Omega 6 fatty acids are found in evening primrose and borage plants, a blue-flowering herb with a flavour resembling cucumber. As with flax seed oil and Omega 3 fatty acids, borage seed oil may be a good source of Omega 6 fatty acids. It is difficult to find large quantities of Omega 6 fatty acids in common foods. A supplement is probably the most effective way to get your Omega 6 requirement. You should speak with a dietitian about an appropriate dosage, and which source is best suited to your situation.

Calcium and Vitamin D

Calcium is a vital component of any nutrition plan, especially for people with arthritis. People with many forms of arthritis are at an increased risk for developing osteoporosis, because of a likely decline in physical activity, a reduction in the body's ability to effectively absorb calcium as a result of having arthritis, and as a side effect of some arthritis drug treatments, such as prednisone.

 Foods high in Calcium
 Milk  Broccoli
 Yogurt  Salmon (canned, with bones)
 Swiss/cheddar cheese  Almonds

Vitamin D is a fat-soluble vitamin. It helps the body to absorb calcium, and thus plays a vital role in promoting skeletal health.

 Foods high in Vitamin D
 Herring  Liver
 Salmon  Egg yolks
 Fortified milk  Shrimp

The average adult should consume 1000 - 1500 mg of calcium, and 400 - 800 IU of Vitamin D, each day. If you find that you're not able to get enough of these vital nutrients through your diet, you should consult a dietitian to discuss whether you need a supplement.

You can find a dietitian in your area by visiting the Dietitians of Canada website at They have a searchable database of dietitians across the country. If you live in British Columbia, you can access the dial-a-dietitian service by dialing 8-1-1 anywhere in the province or by visiting

Nutrient intake

You may need to consider taking a vitamin supplement if you're unable to get all of the nutrients your body requires through your diet. If, for example, you're on a calorie-restricted diet, you cannot tolerate dairy products, or you're a strict vegetarian, you should contact a registered dietitian to discuss your diet and any supplements you may require.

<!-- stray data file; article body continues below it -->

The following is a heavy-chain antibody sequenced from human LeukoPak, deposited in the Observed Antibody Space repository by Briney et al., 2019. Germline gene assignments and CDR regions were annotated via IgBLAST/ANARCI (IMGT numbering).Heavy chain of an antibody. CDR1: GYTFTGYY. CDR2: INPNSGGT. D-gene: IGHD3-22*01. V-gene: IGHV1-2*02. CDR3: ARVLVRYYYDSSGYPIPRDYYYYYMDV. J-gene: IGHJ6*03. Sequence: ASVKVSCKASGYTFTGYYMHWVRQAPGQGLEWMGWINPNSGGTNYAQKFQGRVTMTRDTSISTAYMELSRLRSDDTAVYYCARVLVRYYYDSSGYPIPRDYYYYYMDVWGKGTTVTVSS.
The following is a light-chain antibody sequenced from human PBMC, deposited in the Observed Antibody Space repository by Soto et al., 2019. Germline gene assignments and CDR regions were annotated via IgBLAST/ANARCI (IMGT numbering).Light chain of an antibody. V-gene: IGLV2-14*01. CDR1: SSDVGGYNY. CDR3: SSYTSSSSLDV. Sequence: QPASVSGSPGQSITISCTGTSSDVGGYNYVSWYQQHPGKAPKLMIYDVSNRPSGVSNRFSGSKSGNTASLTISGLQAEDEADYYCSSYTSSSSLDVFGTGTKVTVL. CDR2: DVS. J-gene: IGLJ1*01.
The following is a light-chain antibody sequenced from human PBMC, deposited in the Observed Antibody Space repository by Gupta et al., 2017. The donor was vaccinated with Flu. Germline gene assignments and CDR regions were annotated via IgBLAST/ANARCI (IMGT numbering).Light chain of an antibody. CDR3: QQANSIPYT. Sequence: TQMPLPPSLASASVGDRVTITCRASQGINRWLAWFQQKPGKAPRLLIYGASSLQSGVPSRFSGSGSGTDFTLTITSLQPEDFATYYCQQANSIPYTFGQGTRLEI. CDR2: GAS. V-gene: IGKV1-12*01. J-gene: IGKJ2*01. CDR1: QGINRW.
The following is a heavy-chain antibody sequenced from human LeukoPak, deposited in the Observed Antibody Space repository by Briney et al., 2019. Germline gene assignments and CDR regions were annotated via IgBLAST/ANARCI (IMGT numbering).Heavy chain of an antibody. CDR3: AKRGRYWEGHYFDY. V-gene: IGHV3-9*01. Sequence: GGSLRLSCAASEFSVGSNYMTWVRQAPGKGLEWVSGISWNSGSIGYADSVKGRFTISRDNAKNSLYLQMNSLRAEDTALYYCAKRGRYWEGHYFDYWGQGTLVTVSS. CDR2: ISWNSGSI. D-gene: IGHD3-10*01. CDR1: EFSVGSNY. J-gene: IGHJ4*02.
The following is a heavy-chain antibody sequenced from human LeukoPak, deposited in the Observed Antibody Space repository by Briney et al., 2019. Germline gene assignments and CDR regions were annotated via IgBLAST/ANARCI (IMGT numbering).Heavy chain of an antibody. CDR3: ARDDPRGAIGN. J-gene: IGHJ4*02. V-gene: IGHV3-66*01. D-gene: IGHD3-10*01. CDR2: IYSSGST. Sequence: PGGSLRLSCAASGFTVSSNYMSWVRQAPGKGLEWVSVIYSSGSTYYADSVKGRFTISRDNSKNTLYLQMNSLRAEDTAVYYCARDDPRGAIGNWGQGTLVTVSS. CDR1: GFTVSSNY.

Unproven Diets
Elimination diets

Some people believe that certain foods or additives can trigger or worsen some forms of arthritis. There is very little scientific evidence to support this belief. Scientists have yet to determine a single food or additive which is likely to cause arthritis in the general public.

That said, if you feel that eating a certain food often causes your symptoms to worsen, you might consider talking to your doctor about eliminating that food so that you can monitor whether your arthritis improves - usually, three months is a sufficient test period.


While some studies have shown results indicating that fasting may have a short-term beneficial effect on inflammatory arthritis, the experts agree that fasting is not advisable as a long-term treatment, as it can lead to dehydration and serious nutritional deficiencies. As a result, fasting diets are not recommended.

Diets promoting one "miracle" food

Sometimes, certain foods are promoted as a cure for arthritis. These include brewer's yeast, garlic, cod liver oil, alfalfa, wheat germ, mussel extract, lemon juice, and molasses. None of these so-called "miracle foods" are proven effective in evidence-based research. Alfalfa actually aggravates some types of arthritis, especially lupus and related diseases. These cures are not proven effective or safe, and should not be relied upon.